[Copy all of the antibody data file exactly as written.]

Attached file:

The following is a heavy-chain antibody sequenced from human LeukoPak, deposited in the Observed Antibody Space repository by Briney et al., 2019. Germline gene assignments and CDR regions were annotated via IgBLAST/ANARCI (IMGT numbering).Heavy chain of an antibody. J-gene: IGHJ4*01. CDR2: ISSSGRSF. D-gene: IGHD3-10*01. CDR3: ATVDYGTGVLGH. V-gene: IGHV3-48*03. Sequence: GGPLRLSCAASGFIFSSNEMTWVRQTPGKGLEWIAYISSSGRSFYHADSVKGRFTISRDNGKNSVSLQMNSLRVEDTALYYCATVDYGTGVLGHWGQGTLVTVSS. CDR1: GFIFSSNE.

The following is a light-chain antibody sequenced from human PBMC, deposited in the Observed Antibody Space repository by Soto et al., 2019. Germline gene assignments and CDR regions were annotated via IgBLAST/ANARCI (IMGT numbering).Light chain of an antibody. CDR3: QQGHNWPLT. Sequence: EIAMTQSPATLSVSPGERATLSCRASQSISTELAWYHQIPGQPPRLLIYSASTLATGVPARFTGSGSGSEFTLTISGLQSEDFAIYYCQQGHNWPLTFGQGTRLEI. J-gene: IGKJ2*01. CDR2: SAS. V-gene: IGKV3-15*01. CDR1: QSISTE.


The following is a heavy-chain antibody sequenced from human LeukoPak, deposited in the Observed Antibody Space repository by Briney et al., 2019. Germline gene assignments and CDR regions were annotated via IgBLAST/ANARCI (IMGT numbering).Heavy chain of an antibody. J-gene: IGHJ4*01. CDR2: ISSSGRSF. D-gene: IGHD3-10*01. CDR3: ATVDYGTGVLGH. V-gene: IGHV3-48*03. Sequence: GGPLRLSCAASGFIFSSNEMTWVRQTPGKGLEWIAYISSSGRSFYHADSVKGRFTISRDNGKNSVSLQMNSLRVEDTALYYCATVDYGTGVLGHWGQGTLVTVSS. CDR1: GFIFSSNE.

The following is a light-chain antibody sequenced from human PBMC, deposited in the Observed Antibody Space repository by Soto et al., 2019. Germline gene assignments and CDR regions were annotated via IgBLAST/ANARCI (IMGT numbering).Light chain of an antibody. CDR3: QQGHNWPLT. Sequence: EIAMTQSPATLSVSPGERATLSCRASQSISTELAWYHQIPGQPPRLLIYSASTLATGVPARFTGSGSGSEFTLTISGLQSEDFAIYYCQQGHNWPLTFGQGTRLEI. J-gene: IGKJ2*01. CDR2: SAS. V-gene: IGKV3-15*01. CDR1: QSISTE.